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The Case For Pulling The Blower Housing
When I started in the trade in 1999, there were still many oilable blower motors in service. As part of the maintenance, we would remove the housing and oil the motor. We would also vacuum the motor and wipe it down.
As oilable motors have become extinct, I see fewer and fewer techs pulling the blower housing. Here are some reasons you may want to consider doing it more often:
- Cleaning the motor itself can help it run cooler and last longer. A hot motor is not only more susceptible to winding breakdown but also to bearing/lubricant failure. Grab a vacuum, soft bristle brush, and a rag and get the dust buildup off the motor. If you have any dust that gets stuck inside, use some low-pressure nitrogen or compressed air to get it clean.
- Get in there and look carefully at the wheel. A wheel that is even slightly dirty can have a significant effect on air output. If it's dirty, recommend cleaning.
- Check the blower bearings; it's easier to do when the motor is out.
- In high-efficiency furnaces, pulling the blower is a good way to check the secondary heat exchanger. On 80% furnaces, you can check parts of the primary exchanger and even the evaporator coil with a mirror or inspection scope.
- Pulling the blower gives you the ability to wipe down the inside of the furnace or fan coil.
- You can check blower mounting bolts, set screws, and blower alignment. You can also balance more easily.
Obviously, when and why you pull the housing will vary from contractor to contractor, but I advocate it being done more often than it is now.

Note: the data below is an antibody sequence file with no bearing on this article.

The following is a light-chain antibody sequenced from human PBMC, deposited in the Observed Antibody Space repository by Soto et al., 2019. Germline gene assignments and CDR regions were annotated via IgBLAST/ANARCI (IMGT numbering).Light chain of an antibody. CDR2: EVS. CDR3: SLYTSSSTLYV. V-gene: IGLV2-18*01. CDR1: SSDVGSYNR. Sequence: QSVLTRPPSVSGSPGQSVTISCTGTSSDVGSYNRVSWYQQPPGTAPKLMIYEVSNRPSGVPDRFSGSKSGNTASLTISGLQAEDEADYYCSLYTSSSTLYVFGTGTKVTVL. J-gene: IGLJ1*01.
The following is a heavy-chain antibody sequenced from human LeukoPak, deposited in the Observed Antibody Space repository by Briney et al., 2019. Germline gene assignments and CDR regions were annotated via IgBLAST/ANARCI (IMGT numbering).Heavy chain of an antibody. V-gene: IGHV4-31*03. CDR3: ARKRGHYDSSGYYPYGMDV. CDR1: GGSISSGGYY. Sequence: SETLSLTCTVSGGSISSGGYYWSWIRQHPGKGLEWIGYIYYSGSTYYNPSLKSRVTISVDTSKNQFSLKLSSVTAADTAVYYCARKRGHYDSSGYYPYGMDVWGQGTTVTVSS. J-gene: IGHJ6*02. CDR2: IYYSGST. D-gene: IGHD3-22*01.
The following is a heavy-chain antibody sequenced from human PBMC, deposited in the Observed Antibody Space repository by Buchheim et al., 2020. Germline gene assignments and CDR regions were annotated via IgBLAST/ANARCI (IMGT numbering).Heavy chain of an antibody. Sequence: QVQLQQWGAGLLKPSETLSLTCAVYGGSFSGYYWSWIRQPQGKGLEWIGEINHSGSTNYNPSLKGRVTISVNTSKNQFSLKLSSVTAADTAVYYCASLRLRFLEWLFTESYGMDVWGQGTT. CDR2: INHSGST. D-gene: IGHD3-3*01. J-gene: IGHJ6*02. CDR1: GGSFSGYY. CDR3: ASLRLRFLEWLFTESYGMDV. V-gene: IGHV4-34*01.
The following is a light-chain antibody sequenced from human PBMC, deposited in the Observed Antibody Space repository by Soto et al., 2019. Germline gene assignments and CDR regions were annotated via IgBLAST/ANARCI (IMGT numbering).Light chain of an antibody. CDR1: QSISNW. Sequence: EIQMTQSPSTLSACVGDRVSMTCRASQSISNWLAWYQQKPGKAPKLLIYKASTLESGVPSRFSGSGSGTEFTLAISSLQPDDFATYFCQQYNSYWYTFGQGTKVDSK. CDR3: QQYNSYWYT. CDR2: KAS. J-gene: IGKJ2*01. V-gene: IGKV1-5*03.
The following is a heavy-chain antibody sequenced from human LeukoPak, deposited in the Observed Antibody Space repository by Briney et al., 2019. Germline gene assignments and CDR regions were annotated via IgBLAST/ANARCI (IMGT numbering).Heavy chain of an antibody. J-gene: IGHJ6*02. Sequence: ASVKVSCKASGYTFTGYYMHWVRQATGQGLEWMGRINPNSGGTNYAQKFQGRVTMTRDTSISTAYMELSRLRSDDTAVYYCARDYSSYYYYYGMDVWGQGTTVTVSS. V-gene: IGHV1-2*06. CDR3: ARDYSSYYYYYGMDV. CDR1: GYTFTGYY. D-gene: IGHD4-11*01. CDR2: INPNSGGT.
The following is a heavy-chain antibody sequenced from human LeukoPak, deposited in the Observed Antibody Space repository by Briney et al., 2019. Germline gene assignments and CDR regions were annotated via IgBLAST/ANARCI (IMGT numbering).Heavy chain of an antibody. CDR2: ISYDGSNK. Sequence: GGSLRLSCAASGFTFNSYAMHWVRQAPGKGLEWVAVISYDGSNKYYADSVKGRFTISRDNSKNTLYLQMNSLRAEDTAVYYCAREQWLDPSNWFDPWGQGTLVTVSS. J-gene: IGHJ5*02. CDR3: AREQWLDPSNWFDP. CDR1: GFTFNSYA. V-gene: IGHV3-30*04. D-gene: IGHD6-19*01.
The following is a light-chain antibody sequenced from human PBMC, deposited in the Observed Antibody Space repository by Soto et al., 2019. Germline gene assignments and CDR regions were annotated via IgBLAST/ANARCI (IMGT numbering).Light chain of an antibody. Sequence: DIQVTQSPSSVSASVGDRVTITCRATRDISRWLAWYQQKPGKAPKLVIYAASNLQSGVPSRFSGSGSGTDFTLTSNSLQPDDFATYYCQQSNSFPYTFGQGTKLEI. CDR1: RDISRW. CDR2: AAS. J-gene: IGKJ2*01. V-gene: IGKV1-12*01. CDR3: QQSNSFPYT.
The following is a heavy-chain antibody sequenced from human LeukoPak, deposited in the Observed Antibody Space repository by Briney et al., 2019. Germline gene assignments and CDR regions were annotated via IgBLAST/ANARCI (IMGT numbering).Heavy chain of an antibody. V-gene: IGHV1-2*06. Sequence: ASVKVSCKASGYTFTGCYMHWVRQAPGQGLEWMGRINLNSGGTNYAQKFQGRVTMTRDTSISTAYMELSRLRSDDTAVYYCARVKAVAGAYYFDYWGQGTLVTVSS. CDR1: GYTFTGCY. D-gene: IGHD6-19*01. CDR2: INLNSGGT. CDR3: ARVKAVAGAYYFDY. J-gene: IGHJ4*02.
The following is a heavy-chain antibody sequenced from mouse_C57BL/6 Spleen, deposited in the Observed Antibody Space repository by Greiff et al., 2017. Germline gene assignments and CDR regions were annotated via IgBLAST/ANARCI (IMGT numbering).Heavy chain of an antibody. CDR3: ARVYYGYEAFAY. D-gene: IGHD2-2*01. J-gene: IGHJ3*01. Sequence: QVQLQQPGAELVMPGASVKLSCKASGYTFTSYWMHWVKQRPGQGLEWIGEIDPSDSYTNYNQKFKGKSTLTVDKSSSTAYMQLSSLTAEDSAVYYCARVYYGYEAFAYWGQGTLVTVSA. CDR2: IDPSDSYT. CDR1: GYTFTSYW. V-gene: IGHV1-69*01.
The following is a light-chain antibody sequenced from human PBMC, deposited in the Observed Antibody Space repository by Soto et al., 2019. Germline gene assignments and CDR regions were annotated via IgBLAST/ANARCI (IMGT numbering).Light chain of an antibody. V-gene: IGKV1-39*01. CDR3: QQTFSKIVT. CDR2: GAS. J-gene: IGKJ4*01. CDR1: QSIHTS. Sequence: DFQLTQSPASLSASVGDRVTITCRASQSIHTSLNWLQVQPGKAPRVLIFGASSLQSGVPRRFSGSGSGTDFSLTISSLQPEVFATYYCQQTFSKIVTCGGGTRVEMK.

What say you?
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Excellent! I agree that this practice should be more common. I also thank you for the idea of using my nitrogen instead of compressed air to blow out the motor, as the compressed air often contains considerable amounts of moisture, which can be concerning in itself. Thanks Bryan!
Love this article.
So, those “self oiling motors” have that little felt pad in there….on condenser fan motors, I flip it over and oil the shaft area while cleaning out the leaves and debris from condenser. I will start using my spout oiler in blower too. As far as pulling it out, great idea, especially on those Spring maintenances that come from new customers that obviously called for a maintenance because their AC isn’t performing.
I’ve sold a lot of cleanings by using my flashlight ( a high quality light, not a throw away or worse, cell phone light) inside the AHU pointing out all the dirt, etc. ignored by previous techs.
Pulling the blower on a blocked condensate drain call or low cooling call can allow one to look up into the bottom evaporator coil for cleanliness and to see if blocked condensate poured over the pan and onto the blower and housing.